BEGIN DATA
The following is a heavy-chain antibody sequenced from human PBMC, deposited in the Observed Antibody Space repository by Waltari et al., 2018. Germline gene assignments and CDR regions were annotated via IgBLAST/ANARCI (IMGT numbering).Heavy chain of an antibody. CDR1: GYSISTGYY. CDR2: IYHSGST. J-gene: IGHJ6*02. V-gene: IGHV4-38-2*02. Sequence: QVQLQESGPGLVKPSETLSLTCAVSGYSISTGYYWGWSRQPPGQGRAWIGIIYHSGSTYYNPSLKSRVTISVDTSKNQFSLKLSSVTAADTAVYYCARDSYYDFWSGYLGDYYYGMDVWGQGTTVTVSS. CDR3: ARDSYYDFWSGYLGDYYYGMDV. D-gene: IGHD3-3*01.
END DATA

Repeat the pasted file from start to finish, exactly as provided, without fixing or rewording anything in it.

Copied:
The following is a heavy-chain antibody sequenced from human PBMC, deposited in the Observed Antibody Space repository by Waltari et al., 2018. Germline gene assignments and CDR regions were annotated via IgBLAST/ANARCI (IMGT numbering).Heavy chain of an antibody. CDR1: GYSISTGYY. CDR2: IYHSGST. J-gene: IGHJ6*02. V-gene: IGHV4-38-2*02. Sequence: QVQLQESGPGLVKPSETLSLTCAVSGYSISTGYYWGWSRQPPGQGRAWIGIIYHSGSTYYNPSLKSRVTISVDTSKNQFSLKLSSVTAADTAVYYCARDSYYDFWSGYLGDYYYGMDVWGQGTTVTVSS. CDR3: ARDSYYDFWSGYLGDYYYGMDV. D-gene: IGHD3-3*01.